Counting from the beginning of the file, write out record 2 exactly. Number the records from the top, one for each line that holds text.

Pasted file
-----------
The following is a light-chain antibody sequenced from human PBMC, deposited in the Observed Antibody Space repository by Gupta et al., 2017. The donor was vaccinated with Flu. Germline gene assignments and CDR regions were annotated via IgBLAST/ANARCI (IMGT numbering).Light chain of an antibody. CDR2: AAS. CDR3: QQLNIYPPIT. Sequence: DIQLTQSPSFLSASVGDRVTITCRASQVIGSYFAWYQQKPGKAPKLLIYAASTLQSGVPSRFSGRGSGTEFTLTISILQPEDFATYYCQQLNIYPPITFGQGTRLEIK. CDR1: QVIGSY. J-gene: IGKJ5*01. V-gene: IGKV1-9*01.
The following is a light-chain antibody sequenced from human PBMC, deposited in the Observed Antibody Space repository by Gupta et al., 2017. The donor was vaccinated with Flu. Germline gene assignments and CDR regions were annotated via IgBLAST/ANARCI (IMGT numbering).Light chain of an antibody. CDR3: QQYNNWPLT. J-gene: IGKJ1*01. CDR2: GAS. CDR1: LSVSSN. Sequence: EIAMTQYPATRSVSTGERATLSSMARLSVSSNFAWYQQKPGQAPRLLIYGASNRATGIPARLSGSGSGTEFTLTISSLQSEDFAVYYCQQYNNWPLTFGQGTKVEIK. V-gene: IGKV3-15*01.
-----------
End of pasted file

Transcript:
The following is a light-chain antibody sequenced from human PBMC, deposited in the Observed Antibody Space repository by Gupta et al., 2017. The donor was vaccinated with Flu. Germline gene assignments and CDR regions were annotated via IgBLAST/ANARCI (IMGT numbering).Light chain of an antibody. CDR3: QQYNNWPLT. J-gene: IGKJ1*01. CDR2: GAS. CDR1: LSVSSN. Sequence: EIAMTQYPATRSVSTGERATLSSMARLSVSSNFAWYQQKPGQAPRLLIYGASNRATGIPARLSGSGSGTEFTLTISSLQSEDFAVYYCQQYNNWPLTFGQGTKVEIK. V-gene: IGKV3-15*01.